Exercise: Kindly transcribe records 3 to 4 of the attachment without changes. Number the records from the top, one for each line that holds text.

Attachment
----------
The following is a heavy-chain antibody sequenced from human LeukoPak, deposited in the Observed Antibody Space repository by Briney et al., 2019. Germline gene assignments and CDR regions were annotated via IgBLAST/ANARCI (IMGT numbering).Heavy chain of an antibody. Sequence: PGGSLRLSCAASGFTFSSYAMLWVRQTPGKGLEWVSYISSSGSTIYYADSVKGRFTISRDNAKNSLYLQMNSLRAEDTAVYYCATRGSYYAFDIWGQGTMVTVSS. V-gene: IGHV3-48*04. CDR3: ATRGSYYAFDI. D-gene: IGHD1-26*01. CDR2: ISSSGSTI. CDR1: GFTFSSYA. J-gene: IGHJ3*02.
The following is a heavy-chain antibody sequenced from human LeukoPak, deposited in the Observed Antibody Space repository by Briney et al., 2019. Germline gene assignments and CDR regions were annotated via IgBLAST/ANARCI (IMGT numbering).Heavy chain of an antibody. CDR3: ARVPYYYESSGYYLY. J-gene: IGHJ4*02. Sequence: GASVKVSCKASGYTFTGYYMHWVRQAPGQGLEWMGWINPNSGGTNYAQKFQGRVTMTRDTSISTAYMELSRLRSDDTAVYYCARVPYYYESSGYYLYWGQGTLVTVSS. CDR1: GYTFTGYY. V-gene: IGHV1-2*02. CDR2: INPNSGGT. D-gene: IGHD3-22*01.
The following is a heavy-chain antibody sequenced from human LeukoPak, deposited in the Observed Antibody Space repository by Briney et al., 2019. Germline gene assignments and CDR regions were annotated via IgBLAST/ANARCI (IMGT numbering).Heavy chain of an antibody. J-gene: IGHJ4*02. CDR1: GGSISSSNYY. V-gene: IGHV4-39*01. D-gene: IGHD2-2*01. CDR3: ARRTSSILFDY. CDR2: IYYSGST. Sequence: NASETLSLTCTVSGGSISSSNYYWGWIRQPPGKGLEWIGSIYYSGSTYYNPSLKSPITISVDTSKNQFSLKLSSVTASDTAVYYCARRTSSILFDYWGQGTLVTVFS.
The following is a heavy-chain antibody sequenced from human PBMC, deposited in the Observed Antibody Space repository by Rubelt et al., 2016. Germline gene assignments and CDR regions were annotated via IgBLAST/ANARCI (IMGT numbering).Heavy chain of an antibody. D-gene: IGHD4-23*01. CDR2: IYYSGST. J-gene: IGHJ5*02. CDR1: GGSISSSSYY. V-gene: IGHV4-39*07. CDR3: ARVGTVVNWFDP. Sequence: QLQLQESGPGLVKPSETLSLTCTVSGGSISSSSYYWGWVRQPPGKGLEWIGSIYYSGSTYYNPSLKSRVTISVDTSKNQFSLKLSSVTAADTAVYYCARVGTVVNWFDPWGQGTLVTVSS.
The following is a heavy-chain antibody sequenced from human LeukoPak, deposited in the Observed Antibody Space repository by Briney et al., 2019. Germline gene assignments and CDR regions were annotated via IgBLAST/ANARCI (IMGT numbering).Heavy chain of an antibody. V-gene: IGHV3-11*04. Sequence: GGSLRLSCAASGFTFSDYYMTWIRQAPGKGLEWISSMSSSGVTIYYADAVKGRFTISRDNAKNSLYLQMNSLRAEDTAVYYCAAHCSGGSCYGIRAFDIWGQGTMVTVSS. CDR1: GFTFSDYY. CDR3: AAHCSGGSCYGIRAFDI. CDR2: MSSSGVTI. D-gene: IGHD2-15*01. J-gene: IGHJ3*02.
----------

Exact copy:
The following is a heavy-chain antibody sequenced from human LeukoPak, deposited in the Observed Antibody Space repository by Briney et al., 2019. Germline gene assignments and CDR regions were annotated via IgBLAST/ANARCI (IMGT numbering).Heavy chain of an antibody. J-gene: IGHJ4*02. CDR1: GGSISSSNYY. V-gene: IGHV4-39*01. D-gene: IGHD2-2*01. CDR3: ARRTSSILFDY. CDR2: IYYSGST. Sequence: NASETLSLTCTVSGGSISSSNYYWGWIRQPPGKGLEWIGSIYYSGSTYYNPSLKSPITISVDTSKNQFSLKLSSVTASDTAVYYCARRTSSILFDYWGQGTLVTVFS.
The following is a heavy-chain antibody sequenced from human PBMC, deposited in the Observed Antibody Space repository by Rubelt et al., 2016. Germline gene assignments and CDR regions were annotated via IgBLAST/ANARCI (IMGT numbering).Heavy chain of an antibody. D-gene: IGHD4-23*01. CDR2: IYYSGST. J-gene: IGHJ5*02. CDR1: GGSISSSSYY. V-gene: IGHV4-39*07. CDR3: ARVGTVVNWFDP. Sequence: QLQLQESGPGLVKPSETLSLTCTVSGGSISSSSYYWGWVRQPPGKGLEWIGSIYYSGSTYYNPSLKSRVTISVDTSKNQFSLKLSSVTAADTAVYYCARVGTVVNWFDPWGQGTLVTVSS.